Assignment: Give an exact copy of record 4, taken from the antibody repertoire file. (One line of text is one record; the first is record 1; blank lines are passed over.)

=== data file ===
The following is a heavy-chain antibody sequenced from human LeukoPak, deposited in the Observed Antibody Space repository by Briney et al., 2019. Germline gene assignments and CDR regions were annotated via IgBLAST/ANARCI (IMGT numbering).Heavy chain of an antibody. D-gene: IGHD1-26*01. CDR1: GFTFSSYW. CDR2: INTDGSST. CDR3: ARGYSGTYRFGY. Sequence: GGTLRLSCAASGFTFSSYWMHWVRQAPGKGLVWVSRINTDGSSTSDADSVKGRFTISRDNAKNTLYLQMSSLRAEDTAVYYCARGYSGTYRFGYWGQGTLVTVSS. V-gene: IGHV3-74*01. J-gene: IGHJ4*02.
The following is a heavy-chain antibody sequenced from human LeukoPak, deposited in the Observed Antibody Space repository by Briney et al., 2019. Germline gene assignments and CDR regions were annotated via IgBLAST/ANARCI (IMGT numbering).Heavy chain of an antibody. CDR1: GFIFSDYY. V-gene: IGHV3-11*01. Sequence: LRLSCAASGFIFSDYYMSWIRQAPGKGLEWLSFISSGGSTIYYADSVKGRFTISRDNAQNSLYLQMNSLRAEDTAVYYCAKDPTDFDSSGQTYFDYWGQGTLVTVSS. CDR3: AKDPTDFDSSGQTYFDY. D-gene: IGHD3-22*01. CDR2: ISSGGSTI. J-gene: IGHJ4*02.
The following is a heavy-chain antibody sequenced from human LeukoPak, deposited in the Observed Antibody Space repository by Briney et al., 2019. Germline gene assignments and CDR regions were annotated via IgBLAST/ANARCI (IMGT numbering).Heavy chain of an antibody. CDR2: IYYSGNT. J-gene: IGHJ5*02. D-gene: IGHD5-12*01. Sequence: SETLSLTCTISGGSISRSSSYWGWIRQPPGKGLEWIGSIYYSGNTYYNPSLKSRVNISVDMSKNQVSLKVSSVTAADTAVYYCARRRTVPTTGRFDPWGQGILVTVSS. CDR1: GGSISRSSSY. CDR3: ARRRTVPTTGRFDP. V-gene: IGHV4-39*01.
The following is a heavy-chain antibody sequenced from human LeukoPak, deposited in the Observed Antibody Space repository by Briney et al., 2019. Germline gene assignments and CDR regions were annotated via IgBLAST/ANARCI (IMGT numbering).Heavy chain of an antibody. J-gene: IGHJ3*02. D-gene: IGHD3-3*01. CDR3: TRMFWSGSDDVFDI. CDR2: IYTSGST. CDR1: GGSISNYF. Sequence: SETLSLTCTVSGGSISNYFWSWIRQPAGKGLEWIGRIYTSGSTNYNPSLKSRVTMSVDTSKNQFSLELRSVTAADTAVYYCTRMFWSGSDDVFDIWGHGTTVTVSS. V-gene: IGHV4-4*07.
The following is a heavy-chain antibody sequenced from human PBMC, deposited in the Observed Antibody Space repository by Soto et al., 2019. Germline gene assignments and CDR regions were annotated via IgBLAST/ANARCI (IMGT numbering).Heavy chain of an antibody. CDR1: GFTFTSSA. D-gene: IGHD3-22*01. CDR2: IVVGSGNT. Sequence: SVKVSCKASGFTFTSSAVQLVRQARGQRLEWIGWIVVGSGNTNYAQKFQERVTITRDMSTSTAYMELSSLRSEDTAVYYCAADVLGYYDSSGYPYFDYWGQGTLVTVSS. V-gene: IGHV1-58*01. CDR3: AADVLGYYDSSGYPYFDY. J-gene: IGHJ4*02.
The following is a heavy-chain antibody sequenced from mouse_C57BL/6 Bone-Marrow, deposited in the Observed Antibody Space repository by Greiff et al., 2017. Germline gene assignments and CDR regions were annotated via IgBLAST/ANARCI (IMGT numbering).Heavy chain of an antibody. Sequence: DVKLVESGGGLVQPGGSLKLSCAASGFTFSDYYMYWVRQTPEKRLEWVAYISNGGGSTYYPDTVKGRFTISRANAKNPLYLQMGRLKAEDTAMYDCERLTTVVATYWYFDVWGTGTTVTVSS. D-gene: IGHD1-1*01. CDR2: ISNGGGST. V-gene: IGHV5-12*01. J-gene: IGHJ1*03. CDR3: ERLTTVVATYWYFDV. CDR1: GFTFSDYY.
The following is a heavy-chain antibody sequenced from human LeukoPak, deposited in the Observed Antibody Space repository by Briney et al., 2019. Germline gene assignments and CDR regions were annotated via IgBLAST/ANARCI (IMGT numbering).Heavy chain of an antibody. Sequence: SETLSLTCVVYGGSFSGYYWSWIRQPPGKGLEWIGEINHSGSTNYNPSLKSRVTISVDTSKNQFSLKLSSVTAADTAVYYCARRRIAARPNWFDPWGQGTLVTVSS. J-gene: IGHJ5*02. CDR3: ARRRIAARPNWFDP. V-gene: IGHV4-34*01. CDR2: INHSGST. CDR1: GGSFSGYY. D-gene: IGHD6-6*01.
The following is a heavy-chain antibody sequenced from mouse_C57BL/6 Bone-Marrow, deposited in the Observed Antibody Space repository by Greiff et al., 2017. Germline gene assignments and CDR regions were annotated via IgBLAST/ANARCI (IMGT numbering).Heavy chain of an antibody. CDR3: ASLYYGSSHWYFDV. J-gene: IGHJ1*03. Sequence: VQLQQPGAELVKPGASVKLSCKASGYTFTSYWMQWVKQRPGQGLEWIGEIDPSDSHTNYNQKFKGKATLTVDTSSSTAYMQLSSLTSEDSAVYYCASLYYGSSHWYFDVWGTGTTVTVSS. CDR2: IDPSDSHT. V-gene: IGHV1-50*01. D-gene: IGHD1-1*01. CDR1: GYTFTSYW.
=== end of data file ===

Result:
The following is a heavy-chain antibody sequenced from human LeukoPak, deposited in the Observed Antibody Space repository by Briney et al., 2019. Germline gene assignments and CDR regions were annotated via IgBLAST/ANARCI (IMGT numbering).Heavy chain of an antibody. J-gene: IGHJ3*02. D-gene: IGHD3-3*01. CDR3: TRMFWSGSDDVFDI. CDR2: IYTSGST. CDR1: GGSISNYF. Sequence: SETLSLTCTVSGGSISNYFWSWIRQPAGKGLEWIGRIYTSGSTNYNPSLKSRVTMSVDTSKNQFSLELRSVTAADTAVYYCTRMFWSGSDDVFDIWGHGTTVTVSS. V-gene: IGHV4-4*07.